Travis Long“The show is on every night and it’s free.” –Phyllis Lang, Raleigh Astronomy Club memberIt’s always looking up for the Raleigh Astronomy Club. The group evolved from an adult continuing education class in casual observing at Meredith College in 1977; the experience was so stimulating that the students decided to keep meeting. Today, the RAC has over 200 members in the Triangle, who meet twice a month to learn about and observe the stars. There are educators, landscapers, engineers, car repairmen, and even elementary school students. “(People think) you have to be an egghead to belong to the RAC and that is not the truth,” says co-chairman Doug Lively. “If you have a passion for astronomy, the door is open. It really doesn’t matter what your background is.”Nor does it matter what equipment you have. Most members invest in a good pair of binoculars, Lively says, and a perk of club membership is the telescope loaning program. Members can try out an array of equipment and get tips on the best gear for the skywatching they want to do.Tips come from the monthly gatherings. Of the club’s two meetings, one is always an outdoor viewing session; the other is a lecture or lesson indoors at N.C. State University Crafts Center. The educational sessions bolster the starry sky scanning. Lively says he loves the transformative moment when a novice goes from “I don’t see nothing,” he says, to “having his socks blown off” the first time he sees Saturn.RAC members have a galaxy of tips for budding astronomers, which they share through community outreach. Astronomy Day is the club’s main event, held every January at the North Carolina Museum of Natural Sciences. Through a partnership with NASA’s Langley Research Center and the Goddard Institute for Space Studies, the day brings astronauts, scientists, and a ton of impressive hardware together for two star-studded days. Last year’s event had more than 14,000 attendees. The RAC also works closely with Morehead Planetarium and Science Center and has a sister club in CHAOS, the Chapel Hill Astronomical and Observational Society. –Katherine Pooleraleighastro.org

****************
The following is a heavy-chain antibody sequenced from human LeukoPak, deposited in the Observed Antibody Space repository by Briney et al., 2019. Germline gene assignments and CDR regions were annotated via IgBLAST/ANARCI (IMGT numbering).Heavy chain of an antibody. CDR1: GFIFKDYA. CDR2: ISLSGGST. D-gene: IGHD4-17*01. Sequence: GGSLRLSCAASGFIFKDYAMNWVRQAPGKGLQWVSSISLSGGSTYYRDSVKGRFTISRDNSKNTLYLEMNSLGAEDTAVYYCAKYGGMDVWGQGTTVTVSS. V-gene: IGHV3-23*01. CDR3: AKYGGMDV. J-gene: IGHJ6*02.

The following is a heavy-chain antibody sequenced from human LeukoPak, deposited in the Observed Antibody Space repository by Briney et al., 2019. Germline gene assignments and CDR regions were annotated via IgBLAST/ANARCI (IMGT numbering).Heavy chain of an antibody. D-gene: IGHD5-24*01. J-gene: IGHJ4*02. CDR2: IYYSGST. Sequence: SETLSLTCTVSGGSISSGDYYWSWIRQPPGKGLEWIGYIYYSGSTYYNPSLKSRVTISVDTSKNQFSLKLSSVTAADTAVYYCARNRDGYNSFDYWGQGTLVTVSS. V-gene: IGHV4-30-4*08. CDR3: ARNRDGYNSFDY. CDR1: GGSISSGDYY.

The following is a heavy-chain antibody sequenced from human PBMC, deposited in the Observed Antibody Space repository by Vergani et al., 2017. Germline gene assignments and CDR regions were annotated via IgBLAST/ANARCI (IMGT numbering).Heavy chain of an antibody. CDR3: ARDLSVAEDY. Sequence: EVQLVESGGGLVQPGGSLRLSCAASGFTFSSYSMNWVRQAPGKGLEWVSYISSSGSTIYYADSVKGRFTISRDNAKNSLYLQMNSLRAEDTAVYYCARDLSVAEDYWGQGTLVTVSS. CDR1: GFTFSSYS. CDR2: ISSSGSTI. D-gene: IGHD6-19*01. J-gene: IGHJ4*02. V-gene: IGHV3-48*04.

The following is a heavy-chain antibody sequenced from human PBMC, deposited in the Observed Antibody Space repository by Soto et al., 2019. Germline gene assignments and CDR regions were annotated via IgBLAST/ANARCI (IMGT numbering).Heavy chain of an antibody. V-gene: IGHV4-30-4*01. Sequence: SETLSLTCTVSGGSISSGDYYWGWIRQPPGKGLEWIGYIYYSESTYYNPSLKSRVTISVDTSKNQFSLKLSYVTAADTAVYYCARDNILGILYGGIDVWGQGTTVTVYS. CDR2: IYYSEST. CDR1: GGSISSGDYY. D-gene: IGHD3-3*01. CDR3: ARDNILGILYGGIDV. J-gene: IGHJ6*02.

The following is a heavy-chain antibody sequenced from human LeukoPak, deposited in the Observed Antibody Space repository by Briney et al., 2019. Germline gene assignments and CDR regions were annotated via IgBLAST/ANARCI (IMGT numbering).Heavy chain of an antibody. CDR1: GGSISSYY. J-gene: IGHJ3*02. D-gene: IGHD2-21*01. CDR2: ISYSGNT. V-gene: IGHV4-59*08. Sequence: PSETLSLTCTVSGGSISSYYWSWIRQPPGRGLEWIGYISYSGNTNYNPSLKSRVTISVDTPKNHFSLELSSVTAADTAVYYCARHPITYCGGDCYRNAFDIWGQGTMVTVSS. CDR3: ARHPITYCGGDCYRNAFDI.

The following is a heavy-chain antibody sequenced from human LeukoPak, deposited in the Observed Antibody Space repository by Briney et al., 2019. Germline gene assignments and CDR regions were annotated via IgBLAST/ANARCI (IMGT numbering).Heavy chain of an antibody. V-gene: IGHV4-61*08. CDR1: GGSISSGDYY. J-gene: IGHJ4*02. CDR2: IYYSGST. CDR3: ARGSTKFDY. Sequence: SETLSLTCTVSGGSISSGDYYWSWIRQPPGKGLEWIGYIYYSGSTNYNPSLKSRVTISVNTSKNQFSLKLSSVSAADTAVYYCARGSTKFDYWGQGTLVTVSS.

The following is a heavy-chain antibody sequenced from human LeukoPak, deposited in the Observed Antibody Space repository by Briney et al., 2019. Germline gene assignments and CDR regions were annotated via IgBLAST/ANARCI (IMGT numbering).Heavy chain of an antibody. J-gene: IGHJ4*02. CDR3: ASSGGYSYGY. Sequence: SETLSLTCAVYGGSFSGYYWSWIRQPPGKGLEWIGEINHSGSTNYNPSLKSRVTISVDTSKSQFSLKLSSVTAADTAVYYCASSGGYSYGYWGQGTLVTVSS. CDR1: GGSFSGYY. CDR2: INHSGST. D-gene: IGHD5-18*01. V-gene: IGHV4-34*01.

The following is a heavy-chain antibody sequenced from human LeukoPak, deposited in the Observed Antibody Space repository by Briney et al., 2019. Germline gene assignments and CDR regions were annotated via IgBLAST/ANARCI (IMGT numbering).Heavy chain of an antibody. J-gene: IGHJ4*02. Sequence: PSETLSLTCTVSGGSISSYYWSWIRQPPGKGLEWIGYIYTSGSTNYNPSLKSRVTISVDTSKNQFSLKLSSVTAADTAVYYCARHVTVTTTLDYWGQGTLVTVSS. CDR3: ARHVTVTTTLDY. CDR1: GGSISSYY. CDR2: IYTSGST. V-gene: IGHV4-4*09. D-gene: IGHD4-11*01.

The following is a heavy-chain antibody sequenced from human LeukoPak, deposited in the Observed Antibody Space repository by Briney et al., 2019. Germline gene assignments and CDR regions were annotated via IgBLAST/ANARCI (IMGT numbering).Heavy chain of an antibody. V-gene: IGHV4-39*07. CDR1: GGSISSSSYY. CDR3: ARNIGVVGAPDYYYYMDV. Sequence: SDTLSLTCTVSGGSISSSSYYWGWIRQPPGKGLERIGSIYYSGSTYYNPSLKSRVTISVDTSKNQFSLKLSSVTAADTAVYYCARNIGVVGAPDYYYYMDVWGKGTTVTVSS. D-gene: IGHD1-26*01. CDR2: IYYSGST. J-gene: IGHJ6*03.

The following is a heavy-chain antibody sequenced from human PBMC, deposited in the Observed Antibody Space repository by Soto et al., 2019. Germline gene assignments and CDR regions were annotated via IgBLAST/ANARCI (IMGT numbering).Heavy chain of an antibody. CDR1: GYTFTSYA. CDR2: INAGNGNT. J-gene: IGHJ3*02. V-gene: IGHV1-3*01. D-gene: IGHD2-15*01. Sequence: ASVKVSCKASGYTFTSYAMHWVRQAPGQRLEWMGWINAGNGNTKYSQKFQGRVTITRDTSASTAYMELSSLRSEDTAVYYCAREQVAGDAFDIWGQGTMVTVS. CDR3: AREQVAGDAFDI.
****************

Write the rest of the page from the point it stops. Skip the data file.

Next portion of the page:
Arbor Pharmaceuticals, LLC, a U.S.-based specialty pharmaceutical company, today announced the launch of the Shaquille Gets Real About Heart Failure campaign, a national educational initiative designed to raise awareness around the heart failure disparity in the African American community and ways to manage this condition.Though he does not have heart failure himself, Shaquille O’Neal (Shaq), recognized around the world as a Basketball Hall of Famer, is partnering with Arbor Pharmaceuticals to help spread the word that every African American needs to take this disease seriously.Heart failure is a chronic and progressive condition where the heart weakens, causing the heart to pump less efficiently. Over time, the heart can no longer keep up with what the body needs. Studies have shown that African Americans are 20 times more likely than other ethnic groups to develop heart failure before the age of 50, and they are more likely to be hospitalized or die from heart failure than white Americans.“Even though I don’t suffer from heart failure, when I found out about this disparity, I knew I had to get involved and help educate my community about the burden of heart failure for African Americans,” said Shaquille O’Neal, Basketball Hall of Famer, former professional basketball player and sports analyst. “I’ve learned that there are not only specific risk factors in African Americans but also treatment options that offer them specific benefits. I’m partnering with Arbor to motivate African Americans living with heart failure to talk to their doctor and ensure they’re doing everything they can to take care of their health.”The Shaquille Gets Real About Heart Failure campaign includes a website, www.ShaqGetsReal.com, created to provide answers to African American heart failure patients and healthcare providers, an educational video series featuring Shaquille O’Neal and details about the Shaq BiDil Access Program. The Shaq BiDil Access Program brings together a set of savings options that ensures reasonable access to the treatment, BiDil (isosorbide dinitrate/hydralazine hydrochloride), the first heart failure medication indicated for self-identified African American patients with heart failure. BiDil is a vasodilator that boosts the supply of nitric oxide. Nitric oxide causes vasodilation, which widens and relaxes blood vessels in the body.Studies have shown that African Americans may be more likely to have problems with their blood vessels being able to relax, which can narrow the blood vessels and make it harder for blood to get through. This may be due to a reduced responsiveness in African Americans to nitric oxide and lower amounts of nitric oxide produced by the body.In the landmark African American Heart Failure Trial (A-HeFT), BiDil was found to reduce the risk of dying by 43 percent and reduce the risk of first hospitalization for heart failure by 39 percent in African American patients with class III or class IV heart failure when added to current standard therapies.“Arbor is committed to identifying solutions to unique health challenges facing a number of different patient populations,” said Ed Shutter, President and CEO of Arbor Pharmaceuticals. “We are embarking on this campaign to support our ongoing efforts to improve the lives of African American patients suffering from heart failure and are thrilled to partner with Shaquille, as he shares our passion for helping others and educating the community on ways to better manage their health.”Disease disparities between people of different ethnicities continues to gather interest and support from the medical community. For example, the American College of Cardiology and the American Heart Association recently published guidelines on cardiovascular risk factors, encouraging healthcare providers to consider ethnicity when determining risks and treatment options.“In the A-HeFT trial, adding BiDil to current therapies made a significant difference in the lives of African Americans with heart failure7,” said Elizabeth Ofili, MD, MPH, FACC, first female president of the Association of Black Cardiologists and Professor of Medicine at Morehouse School of Medicine. “I am proud to work with Shaquille O’Neal and Arbor Pharmaceuticals to encourage healthcare providers to consider the benefits of BiDil when evaluating treatment plans for their African American patients with heart failure.”For more information about Shaquille Gets Real About Heart Failure, visit www.ShaqGetsReal.com.